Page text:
Back to Le Stage…
At the Getting to Know you session, I introduced myself to the group and explained that my horse was cheeky and a biter and that these were the things I was hoping to improve. I also told Pauline that I’d probably do the stage with my other horse on the second day, because I’d found it difficult to choose which one I’d do it with. I really wanted to have at least one day where I could just enjoy myself!
We were split into two groups, with each group to have a session in the morning and a session in the afternoon. I watched the first group, until I became so cold that I had to move, so I went and got Flurry. The arena is sheltered from the wind on three sides, but unfortunately the wind was coming from the South – the open side – and it was bitterly cold.
A couple of horses in the first group were on their toes, but there were no major explosions. Maybe Flurry would behave…
We started our session with ‘moving the horse’s feet’. Following us, stopping as we stop.
Backup up alongside as we walk backwards.
Moving the back end around the front end – turn on the forehand. Move the front end around the back end – pirouette. I was dodging nips as usual, and retaliated a couple of times by smacking Flurry with the handle of the whip, but I’m a dreadful shot and I either missed completely or barely touched him. Then Pauline took over!
She’s a much better shot than me and made contact SHARPLY on his muzzle the first time he tried to bite her. He tried it once again – SMACK – same thing. You’ve got to make it count, she told me. If it’s just a little tap, he thinks it’s a game (think of geldings playing the biting game!). And then you continue what you were doing as if nothing happened. If you want to correct him more forcefully, make him back up – drive him away from you. But then continue instantly with your work, so he learns that he’s going to have to do what he’s told no matter how he tries to avoid it.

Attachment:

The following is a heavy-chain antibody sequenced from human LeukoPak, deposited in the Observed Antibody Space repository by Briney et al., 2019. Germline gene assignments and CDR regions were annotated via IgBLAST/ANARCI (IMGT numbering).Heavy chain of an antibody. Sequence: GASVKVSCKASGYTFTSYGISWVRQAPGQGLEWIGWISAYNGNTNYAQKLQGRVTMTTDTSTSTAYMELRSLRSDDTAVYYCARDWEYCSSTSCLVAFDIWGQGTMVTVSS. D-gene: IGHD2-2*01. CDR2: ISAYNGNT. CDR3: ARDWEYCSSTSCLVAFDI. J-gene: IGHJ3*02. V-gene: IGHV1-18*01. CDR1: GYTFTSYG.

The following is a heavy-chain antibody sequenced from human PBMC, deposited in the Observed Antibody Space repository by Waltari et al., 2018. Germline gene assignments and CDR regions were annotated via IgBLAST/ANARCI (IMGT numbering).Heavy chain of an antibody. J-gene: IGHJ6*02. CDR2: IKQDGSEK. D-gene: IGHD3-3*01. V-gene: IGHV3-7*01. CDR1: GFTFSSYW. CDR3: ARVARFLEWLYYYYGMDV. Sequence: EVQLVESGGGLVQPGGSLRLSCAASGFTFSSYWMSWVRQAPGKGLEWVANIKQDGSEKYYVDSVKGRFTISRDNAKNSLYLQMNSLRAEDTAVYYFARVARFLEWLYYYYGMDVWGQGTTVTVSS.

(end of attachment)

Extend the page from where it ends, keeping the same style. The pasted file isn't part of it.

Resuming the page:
The close work continued. We moved on to reverse and advance – the horse backs up as you walk towards it and walks forward towards you as you step backwards. The yo-yo game, in Parelli parlance. Flurry’s nip attempts seemed to have become less serious and he started mouthing the rope and the handle of the stick instead of me. Now I was caught in a quandary – should I correct every single attempt with his mouth? Sometimes he will just bump me with his nose; sometimes he catches my sleeve with his lips, very definitely with no teeth involved. What about biting the ‘equipment’ – should I allow that? Pauline didn’t have a clear answer on either of these. Her stallion, Penn, is quite mouthy too. Allowing him to hold the rope in his mouth seems to soothe him and enables him to concentrate on her demands – a bit like a small child sucking on a dummy! This is one I’m going to have to work out for myself, but at least I have a better idea of how firm and precise I need to be with Flurry.
She watched me doing reverse/advance and quickly stepped in to correct something. Flurry was showing his usual lack of respect for my personal space when he was coming forward and he ended up stopping literally ‘in my face.’ My reaction was to stop him very aggressively, waving the stick and the rope as I stopped. No, no, she said. Stop yourself softly. If he doesn’t stop in the correct place, back him up aggressively. I tried it. I stopped softly; Flurry ended up in my face; I waved the stick and the rope frantically until he took a couple of steps backwards. No, no, she said. Ask him to go back gently – Phase 1. If he doesn’t reverse immediately, go to stage 4 – SMACK on the chest. This is a correction, not a training. Go straight to Phase 4 if you don’t get a reaction. This behaviour must stop. Within two or three repetitions, Flurry had the message and was stopping quietly and calmly about two feet away from me. Result!